From Sennen Bay to Land’s End is about a mile. Or 30 minutes or so given that you are walking beside cliffs and it can be unbelievably windy. I was getting the impression that Cornwall was permanently the brunt of Atlantic winds and walking along the cliffs toward Land’s End certainly bore this theory out. I had experienced wind like this before but it had been in Hong Kong as a typhoon hit, not in England on the edge of a cliff. My wife, who weighs almost half what I do, clung to me almost the entire way in case she was blown off.
I would highly, highly recommend getting to Land’s End by this method. Partly because once you get there you feel as if you have achieved something and seen some stunning coastline, but mostly because you will feel a bit let down otherwise – there’s not really a lot there when you arrive. There’s the usual sign you get in places like this that marks your destination, points to other places, and provides a place to have your photo taken.
Apart from this sign there is a pub/coffee shop sort of place where you can have cheesy chip and a pint. It’s nice enough but could have been a lot better. But why should it try really? It’s not going to have regulars, it’s just going to be full of wind-swept tourists who want a coffee after having had their photo taken. So it is pleasant enough.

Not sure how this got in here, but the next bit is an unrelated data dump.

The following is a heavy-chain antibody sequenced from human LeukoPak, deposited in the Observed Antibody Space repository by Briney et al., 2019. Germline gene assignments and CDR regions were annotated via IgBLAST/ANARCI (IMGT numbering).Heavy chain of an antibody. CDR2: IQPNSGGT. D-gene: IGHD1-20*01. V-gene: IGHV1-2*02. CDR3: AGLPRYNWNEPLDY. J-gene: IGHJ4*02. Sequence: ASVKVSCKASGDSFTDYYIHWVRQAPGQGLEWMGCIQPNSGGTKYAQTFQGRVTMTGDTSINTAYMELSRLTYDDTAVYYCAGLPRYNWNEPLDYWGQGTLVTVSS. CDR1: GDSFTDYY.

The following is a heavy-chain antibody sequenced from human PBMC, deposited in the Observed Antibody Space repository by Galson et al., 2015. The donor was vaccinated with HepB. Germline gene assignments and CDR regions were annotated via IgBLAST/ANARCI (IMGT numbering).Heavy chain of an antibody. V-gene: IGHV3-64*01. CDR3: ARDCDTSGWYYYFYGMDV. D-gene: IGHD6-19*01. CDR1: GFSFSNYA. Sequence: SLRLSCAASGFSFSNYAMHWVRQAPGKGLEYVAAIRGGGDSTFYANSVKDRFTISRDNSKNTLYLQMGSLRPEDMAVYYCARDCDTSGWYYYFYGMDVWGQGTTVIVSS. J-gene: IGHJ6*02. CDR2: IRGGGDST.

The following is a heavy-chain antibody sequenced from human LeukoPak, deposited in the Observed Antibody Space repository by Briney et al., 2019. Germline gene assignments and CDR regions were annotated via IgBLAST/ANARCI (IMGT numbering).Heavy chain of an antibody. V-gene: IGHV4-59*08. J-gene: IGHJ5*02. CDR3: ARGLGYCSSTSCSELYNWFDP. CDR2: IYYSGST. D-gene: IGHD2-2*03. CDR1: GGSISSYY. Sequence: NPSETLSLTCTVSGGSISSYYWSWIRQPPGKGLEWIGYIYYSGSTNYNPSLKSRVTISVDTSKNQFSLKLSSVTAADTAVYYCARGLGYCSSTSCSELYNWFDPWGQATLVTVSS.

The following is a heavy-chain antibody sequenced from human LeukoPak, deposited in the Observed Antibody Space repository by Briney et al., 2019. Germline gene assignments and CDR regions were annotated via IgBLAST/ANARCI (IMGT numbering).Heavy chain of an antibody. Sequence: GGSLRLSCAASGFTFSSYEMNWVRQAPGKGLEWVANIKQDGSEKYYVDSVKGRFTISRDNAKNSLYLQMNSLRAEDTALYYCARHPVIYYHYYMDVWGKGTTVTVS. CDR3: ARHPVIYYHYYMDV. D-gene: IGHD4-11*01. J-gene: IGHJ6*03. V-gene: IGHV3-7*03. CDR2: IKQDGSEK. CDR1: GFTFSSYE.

Behind this, is a small but slightly complex. There is a shopping mall, and a couple of bizarre entertainment ‘rides’? ‘Experiences’? Whatever they are they were weird and felt out of place.
Ok, pirates. The sea. But Doctor Who? This complex was small so I assume these ‘whatever-they-are’ thingies are going to be pretty crap. It all just seemed a bit weird and a cheap way to cash in on tourists. ‘Ahhh,’ you might be thinking, ‘the place is probably heaving with tourists in August.’ Smug bastard that you are. If that is the case then why is the complex so small?
Also, for a tourist heavy location, there is the whole issue of the bus stop…
Assuming that there must be lots of transport to and from one of Britain’s more famous locations we were rather surprised that we couldn’t see any. We asked in the tourist office but the dumpy sack of a lady who worked there was really unhelpful and seemed to hate us. ‘There’s a bus over there,’ she waved vaguely with her pie-like hands. If you loathe outsiders, why work in a tourist office? You can probably guess I didn’t like her much. Maybe her dog had just died or something.